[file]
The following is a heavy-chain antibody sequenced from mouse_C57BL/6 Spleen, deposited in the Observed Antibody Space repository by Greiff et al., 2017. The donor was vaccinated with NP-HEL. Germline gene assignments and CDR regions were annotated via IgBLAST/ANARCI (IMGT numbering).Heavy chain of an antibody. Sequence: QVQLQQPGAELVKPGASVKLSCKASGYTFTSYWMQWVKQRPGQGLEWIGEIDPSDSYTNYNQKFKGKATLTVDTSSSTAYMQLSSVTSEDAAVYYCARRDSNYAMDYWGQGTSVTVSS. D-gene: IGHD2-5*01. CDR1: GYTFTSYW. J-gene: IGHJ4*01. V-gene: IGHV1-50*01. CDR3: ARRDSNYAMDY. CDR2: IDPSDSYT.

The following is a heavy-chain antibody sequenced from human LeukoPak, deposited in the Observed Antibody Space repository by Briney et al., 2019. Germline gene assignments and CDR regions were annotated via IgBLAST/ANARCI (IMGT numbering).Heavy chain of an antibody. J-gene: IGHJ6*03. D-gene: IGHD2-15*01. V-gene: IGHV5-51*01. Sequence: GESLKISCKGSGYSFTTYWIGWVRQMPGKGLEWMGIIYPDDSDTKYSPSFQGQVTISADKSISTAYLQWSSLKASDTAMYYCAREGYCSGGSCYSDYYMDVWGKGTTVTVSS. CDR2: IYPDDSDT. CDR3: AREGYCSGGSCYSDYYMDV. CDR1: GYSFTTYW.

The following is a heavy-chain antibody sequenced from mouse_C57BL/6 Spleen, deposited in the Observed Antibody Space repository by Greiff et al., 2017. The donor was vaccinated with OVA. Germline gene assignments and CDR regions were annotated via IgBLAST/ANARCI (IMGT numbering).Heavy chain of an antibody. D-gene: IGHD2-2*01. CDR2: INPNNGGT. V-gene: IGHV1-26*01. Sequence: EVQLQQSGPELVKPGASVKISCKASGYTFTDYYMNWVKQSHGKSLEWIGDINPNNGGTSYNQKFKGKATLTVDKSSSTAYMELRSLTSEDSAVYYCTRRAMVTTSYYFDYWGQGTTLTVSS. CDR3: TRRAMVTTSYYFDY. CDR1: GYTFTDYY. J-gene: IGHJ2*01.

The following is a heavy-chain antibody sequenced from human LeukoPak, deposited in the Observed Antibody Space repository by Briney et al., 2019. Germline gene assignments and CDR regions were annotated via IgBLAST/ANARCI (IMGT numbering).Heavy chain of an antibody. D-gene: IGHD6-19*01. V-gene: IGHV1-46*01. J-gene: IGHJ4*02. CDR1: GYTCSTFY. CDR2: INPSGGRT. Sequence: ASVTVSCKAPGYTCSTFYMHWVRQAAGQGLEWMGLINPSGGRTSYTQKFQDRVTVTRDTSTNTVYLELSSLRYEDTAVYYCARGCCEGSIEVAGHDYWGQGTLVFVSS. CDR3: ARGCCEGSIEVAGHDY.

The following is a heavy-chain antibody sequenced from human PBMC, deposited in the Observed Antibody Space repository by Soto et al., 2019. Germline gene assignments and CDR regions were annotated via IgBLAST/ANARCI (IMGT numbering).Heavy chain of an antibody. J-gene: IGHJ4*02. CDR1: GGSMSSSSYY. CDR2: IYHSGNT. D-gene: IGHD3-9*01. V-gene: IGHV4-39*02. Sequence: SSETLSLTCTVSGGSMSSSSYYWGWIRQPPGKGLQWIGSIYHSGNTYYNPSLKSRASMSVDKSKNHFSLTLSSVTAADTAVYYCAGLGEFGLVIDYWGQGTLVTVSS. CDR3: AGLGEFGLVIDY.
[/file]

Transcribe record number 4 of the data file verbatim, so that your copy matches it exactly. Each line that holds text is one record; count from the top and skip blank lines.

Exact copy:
The following is a heavy-chain antibody sequenced from human LeukoPak, deposited in the Observed Antibody Space repository by Briney et al., 2019. Germline gene assignments and CDR regions were annotated via IgBLAST/ANARCI (IMGT numbering).Heavy chain of an antibody. D-gene: IGHD6-19*01. V-gene: IGHV1-46*01. J-gene: IGHJ4*02. CDR1: GYTCSTFY. CDR2: INPSGGRT. Sequence: ASVTVSCKAPGYTCSTFYMHWVRQAAGQGLEWMGLINPSGGRTSYTQKFQDRVTVTRDTSTNTVYLELSSLRYEDTAVYYCARGCCEGSIEVAGHDYWGQGTLVFVSS. CDR3: ARGCCEGSIEVAGHDY.